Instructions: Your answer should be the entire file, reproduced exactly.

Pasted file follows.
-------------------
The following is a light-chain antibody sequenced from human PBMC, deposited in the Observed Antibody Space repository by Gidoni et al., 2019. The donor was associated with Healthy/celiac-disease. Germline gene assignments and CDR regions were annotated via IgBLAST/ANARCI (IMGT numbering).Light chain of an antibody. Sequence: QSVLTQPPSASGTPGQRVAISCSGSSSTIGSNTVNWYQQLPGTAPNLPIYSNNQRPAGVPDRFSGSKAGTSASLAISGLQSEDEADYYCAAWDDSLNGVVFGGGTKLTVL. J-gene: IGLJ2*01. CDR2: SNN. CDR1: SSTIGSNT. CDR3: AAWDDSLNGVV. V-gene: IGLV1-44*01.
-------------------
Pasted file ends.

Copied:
The following is a light-chain antibody sequenced from human PBMC, deposited in the Observed Antibody Space repository by Gidoni et al., 2019. The donor was associated with Healthy/celiac-disease. Germline gene assignments and CDR regions were annotated via IgBLAST/ANARCI (IMGT numbering).Light chain of an antibody. Sequence: QSVLTQPPSASGTPGQRVAISCSGSSSTIGSNTVNWYQQLPGTAPNLPIYSNNQRPAGVPDRFSGSKAGTSASLAISGLQSEDEADYYCAAWDDSLNGVVFGGGTKLTVL. J-gene: IGLJ2*01. CDR2: SNN. CDR1: SSTIGSNT. CDR3: AAWDDSLNGVV. V-gene: IGLV1-44*01.